I will say this about having you’re kids at a ridiculously young age like my parents did: by the time your last kid is out of the house (me just before my 17th birthday), you’re still in your early 40s and all that disposable income that went to keeping your kid alive can now be spent on anything you desire. And right now they desire to visit their granddaughter. Not that I blame them; she’s pretty amazing.
So, yes, my parents were here for a week and we made up for the last time they visited when Stella was a mere two weeks old and I was in no condition (emotionally and physically) to do anything. They arrived Thursday afternoon and we promptly had the spiciest Thai food ever even though we ordered it medium, which usually means mild. I’ll remember that for next time. There was a moment when I worried how the trip would go because Stella was a little fussy when my mom got in the back seat with her. There were many tears while my mom tried everything to cheer her up. Turns out she only needed to be left alone to calm herself down. Once she found her fingers she was ready to for some snuggle time with her grandparents.
Wes took Friday and Monday off so the following morning we packed up early and headed to Koko Head because nothing is more relaxing than climbing up 1,000+ railroad ties. Wes carried Stella in the backpack and nearly everybody we passed commented on what an awesome dad he was and while I agree that he is a great father, it has nothing to do with him carrying her in a backpack while we hike. The bar is set very low for fathers, apparently.
My mom bought Stella this outfit for Christmas. It’s her exercise outfit. It comes with a pink skirt, too, but that just didn’t make sense in the backpack. She was ready to hike.
Even after seeing what was between us and the top Stella was still ready to go. Wes said that every time he stopped to wait for us (yes, the man carrying the extra 20 pounds finished before the rest of us) she would kick her feet as if to tell him to get going!
Yawning while carrying her. I’m pretty sure that means he didn’t exert that much energy and therefore does not need to be made to feel like a god for carrying his own daughter around. Not that I want to carry her up those railroad ties.
The views from the top are pretty great and it was clear enough that we could see out to Maui. But those photos aren’t in my possession so you’ll have to take my word for it.
The next day we went out to Menehune Mac to take a chocolate making class, which we took to mean we’d be mixing chocolates and molding them and basically acting like Lucy and Ethel in that one skit (you know the one I’m talking about) but what it really meant was that we’d wander around the store for 20 minutes while they waited for two more people who never showed up and then move into the chocolate mixing facility to spoon some milk chocolate and macadamia nuts into paper cups and then go back out the store front to listen to a 15 minute speech on what makes them different than all the other chocolatiers. We each took home a little box of chocolate and then bought two more boxes of their sugar-free dark chocolate which I now want all the time (no sugar means I can eat as much as I like and not feel sick and dark chocolate is good for my heart so it’s also good for me!) it is that good. We had to wear hairnets while we were spooning our chocolate in. Even Stella, whose net kept falling over her eye.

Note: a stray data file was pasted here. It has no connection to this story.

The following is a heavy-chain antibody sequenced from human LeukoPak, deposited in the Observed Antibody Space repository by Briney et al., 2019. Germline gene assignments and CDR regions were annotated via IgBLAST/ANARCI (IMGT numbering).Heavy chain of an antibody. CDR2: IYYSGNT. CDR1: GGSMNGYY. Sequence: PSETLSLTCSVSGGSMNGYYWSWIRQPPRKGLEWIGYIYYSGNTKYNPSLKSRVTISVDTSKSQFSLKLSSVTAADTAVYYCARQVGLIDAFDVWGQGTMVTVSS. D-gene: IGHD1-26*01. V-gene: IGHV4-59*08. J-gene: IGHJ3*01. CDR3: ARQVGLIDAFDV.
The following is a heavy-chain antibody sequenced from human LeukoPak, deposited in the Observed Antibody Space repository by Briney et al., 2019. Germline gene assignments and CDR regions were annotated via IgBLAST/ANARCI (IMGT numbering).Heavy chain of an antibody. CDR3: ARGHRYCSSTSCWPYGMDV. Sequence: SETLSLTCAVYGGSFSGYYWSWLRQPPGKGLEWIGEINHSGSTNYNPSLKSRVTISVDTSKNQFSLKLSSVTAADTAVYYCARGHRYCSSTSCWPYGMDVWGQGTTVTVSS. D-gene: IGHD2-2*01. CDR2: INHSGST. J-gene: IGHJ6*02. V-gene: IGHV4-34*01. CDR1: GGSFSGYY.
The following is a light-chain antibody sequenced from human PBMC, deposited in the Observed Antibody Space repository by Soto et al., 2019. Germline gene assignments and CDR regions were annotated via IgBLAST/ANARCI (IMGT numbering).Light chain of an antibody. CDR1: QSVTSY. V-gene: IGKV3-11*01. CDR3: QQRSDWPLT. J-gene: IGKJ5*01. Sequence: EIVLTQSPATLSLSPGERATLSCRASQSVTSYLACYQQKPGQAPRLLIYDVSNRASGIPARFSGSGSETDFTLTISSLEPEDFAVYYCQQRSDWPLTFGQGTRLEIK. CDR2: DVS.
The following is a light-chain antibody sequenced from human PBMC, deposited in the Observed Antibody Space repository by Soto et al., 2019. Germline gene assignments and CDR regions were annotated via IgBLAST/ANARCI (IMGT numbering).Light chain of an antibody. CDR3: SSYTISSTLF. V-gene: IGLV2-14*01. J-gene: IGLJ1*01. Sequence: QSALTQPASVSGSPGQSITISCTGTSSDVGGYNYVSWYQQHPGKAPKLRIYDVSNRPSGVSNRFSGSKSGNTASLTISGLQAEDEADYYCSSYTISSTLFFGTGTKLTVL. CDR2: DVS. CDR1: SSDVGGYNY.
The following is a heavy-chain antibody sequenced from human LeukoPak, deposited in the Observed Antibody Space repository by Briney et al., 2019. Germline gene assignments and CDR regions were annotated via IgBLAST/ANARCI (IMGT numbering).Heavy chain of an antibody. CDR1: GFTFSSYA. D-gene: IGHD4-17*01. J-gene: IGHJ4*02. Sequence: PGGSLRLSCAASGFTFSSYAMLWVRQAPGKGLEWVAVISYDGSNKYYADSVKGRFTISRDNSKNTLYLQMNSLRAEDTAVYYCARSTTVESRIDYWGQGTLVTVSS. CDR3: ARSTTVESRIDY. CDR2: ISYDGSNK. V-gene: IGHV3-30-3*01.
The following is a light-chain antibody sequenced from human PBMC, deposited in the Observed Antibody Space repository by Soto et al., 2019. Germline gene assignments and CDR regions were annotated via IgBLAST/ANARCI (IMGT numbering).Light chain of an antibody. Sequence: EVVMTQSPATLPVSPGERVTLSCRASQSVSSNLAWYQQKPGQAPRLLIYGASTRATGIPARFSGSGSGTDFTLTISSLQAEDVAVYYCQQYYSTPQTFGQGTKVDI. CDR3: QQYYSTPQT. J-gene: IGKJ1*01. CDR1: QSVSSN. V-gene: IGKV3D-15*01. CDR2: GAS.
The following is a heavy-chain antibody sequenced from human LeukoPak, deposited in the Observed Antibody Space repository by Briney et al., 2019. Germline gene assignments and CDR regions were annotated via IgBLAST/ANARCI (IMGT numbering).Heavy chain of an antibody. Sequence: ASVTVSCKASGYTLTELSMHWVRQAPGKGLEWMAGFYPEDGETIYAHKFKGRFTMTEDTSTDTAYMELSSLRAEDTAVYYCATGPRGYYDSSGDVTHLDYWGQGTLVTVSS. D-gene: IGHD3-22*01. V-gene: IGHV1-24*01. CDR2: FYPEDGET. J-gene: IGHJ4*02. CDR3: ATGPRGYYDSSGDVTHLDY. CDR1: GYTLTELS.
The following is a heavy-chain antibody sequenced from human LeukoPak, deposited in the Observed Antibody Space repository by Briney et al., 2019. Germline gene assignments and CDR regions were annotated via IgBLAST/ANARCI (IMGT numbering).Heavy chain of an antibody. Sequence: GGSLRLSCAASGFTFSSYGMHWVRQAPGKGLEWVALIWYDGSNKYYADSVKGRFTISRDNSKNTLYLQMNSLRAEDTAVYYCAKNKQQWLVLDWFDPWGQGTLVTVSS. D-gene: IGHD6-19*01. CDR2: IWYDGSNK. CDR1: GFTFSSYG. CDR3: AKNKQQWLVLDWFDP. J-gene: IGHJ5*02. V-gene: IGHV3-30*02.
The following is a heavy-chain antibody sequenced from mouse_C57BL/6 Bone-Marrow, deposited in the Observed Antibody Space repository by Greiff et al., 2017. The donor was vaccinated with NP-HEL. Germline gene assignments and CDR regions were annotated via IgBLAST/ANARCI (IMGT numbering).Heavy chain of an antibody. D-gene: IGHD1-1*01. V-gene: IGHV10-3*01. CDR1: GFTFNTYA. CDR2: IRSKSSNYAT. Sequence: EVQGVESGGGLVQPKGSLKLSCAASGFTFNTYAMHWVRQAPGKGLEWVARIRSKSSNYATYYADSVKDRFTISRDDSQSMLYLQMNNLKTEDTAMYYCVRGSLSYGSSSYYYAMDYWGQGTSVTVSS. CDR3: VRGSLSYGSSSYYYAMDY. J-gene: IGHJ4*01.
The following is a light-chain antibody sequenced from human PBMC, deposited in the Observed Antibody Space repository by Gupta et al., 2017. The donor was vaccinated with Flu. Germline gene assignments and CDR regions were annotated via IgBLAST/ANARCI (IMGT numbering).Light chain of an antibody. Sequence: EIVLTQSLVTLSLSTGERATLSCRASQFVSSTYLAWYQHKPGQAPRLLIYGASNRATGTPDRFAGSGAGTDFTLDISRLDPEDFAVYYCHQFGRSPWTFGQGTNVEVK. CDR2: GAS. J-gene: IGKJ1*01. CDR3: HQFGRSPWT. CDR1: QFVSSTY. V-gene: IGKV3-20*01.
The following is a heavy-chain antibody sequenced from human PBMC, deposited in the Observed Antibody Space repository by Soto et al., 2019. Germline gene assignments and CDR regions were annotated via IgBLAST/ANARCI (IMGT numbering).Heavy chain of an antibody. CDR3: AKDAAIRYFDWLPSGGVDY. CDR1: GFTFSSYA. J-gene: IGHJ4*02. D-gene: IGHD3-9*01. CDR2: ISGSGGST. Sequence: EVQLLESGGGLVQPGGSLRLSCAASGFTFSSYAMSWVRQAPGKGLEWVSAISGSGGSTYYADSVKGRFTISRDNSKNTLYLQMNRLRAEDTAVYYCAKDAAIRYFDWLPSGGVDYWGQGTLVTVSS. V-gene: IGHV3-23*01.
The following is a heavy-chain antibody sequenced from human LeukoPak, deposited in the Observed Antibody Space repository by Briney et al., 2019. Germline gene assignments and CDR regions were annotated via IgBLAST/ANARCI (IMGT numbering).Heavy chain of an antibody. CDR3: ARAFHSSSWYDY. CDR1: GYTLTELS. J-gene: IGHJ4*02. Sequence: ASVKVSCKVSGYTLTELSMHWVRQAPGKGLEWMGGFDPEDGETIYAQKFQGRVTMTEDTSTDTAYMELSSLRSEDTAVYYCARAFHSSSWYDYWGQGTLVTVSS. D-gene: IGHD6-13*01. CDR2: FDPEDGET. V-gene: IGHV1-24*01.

After the chocolate class we still had plenty of time to kill so we went to Waikiki where we took Stella to see the koi fish and penguins. I’m not sure how interested in them she was, but we got some good photographs of her looking like maybe she could care. At lunch Wes changed Stella’s diaper and our waitress came over to tell me what an amazing father he was for changing her diaper. Seriously, how low is the bar on fatherhood that just changing a diaper qualifies you for father of the year? I must literally be the World’s Best Mother if he gets that much recognition for one diaper. (Again, though, he is a great father but this has nothing to do with it.)
These pictures right here are why he’s a great father: because he cares about her and teaches her and tries his hardest to make her laugh. Changing a diaper makes him a great father in the same way that showing up for work on time makes you great at your job in that it doesn’t. It’s what you’re supposed to do, no matter how shitty it is (pun absolutely intended).
After lunch we tried to buy some fish at the fish market but apparently it’s only open to buy fish at auction in the morning so we had some beer instead. My mom wasn’t drinking so she snatched Stella up (a pretty common theme on the trip, really) and I got this adorable photo between her fits of squirminess. I just about started crying when I saw how it turned out.
We got home that evening just in time for it to start raining. And for Wes to get a flat tire on his way to the grocery store because the potholes on our side of the island are so bad, especially when it rains. It rained all Sunday so we stayed close to home because on top of the pothoes a lot of the roads have little to no drainage so driving in the pouring ran is something we try to avoid.
(Yes I’m cutting this into parts because I actually like to spend time with my husband after Stella goes to sleep.)